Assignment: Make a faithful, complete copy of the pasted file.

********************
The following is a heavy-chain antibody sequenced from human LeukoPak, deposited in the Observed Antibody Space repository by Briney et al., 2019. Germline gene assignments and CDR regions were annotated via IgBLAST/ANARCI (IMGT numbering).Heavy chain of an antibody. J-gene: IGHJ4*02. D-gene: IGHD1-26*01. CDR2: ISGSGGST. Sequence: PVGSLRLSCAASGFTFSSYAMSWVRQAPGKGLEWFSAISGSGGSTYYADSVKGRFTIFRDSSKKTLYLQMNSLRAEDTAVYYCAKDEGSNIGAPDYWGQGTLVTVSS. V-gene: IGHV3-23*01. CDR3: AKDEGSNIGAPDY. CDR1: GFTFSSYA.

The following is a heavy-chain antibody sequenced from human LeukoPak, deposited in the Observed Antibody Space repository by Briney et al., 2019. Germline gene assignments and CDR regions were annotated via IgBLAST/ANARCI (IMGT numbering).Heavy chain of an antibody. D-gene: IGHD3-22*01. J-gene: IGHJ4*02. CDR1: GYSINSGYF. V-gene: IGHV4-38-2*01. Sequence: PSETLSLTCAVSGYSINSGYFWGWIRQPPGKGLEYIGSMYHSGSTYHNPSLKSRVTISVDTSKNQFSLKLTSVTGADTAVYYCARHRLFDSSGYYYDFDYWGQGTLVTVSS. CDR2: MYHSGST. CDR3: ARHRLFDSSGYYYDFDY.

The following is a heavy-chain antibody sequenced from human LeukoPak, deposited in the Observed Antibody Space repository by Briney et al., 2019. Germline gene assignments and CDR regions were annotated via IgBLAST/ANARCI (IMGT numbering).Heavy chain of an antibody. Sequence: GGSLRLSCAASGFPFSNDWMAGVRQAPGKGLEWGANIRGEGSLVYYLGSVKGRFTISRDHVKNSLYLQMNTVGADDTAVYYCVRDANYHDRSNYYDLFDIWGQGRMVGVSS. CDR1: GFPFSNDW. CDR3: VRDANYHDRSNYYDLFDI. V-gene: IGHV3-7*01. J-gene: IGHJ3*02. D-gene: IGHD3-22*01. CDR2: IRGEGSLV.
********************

The following is a heavy-chain antibody sequenced from human LeukoPak, deposited in the Observed Antibody Space repository by Briney et al., 2019. Germline gene assignments and CDR regions were annotated via IgBLAST/ANARCI (IMGT numbering).Heavy chain of an antibody. J-gene: IGHJ4*02. D-gene: IGHD1-26*01. CDR2: ISGSGGST. Sequence: PVGSLRLSCAASGFTFSSYAMSWVRQAPGKGLEWFSAISGSGGSTYYADSVKGRFTIFRDSSKKTLYLQMNSLRAEDTAVYYCAKDEGSNIGAPDYWGQGTLVTVSS. V-gene: IGHV3-23*01. CDR3: AKDEGSNIGAPDY. CDR1: GFTFSSYA.

The following is a heavy-chain antibody sequenced from human LeukoPak, deposited in the Observed Antibody Space repository by Briney et al., 2019. Germline gene assignments and CDR regions were annotated via IgBLAST/ANARCI (IMGT numbering).Heavy chain of an antibody. D-gene: IGHD3-22*01. J-gene: IGHJ4*02. CDR1: GYSINSGYF. V-gene: IGHV4-38-2*01. Sequence: PSETLSLTCAVSGYSINSGYFWGWIRQPPGKGLEYIGSMYHSGSTYHNPSLKSRVTISVDTSKNQFSLKLTSVTGADTAVYYCARHRLFDSSGYYYDFDYWGQGTLVTVSS. CDR2: MYHSGST. CDR3: ARHRLFDSSGYYYDFDY.

The following is a heavy-chain antibody sequenced from human LeukoPak, deposited in the Observed Antibody Space repository by Briney et al., 2019. Germline gene assignments and CDR regions were annotated via IgBLAST/ANARCI (IMGT numbering).Heavy chain of an antibody. Sequence: GGSLRLSCAASGFPFSNDWMAGVRQAPGKGLEWGANIRGEGSLVYYLGSVKGRFTISRDHVKNSLYLQMNTVGADDTAVYYCVRDANYHDRSNYYDLFDIWGQGRMVGVSS. CDR1: GFPFSNDW. CDR3: VRDANYHDRSNYYDLFDI. V-gene: IGHV3-7*01. J-gene: IGHJ3*02. D-gene: IGHD3-22*01. CDR2: IRGEGSLV.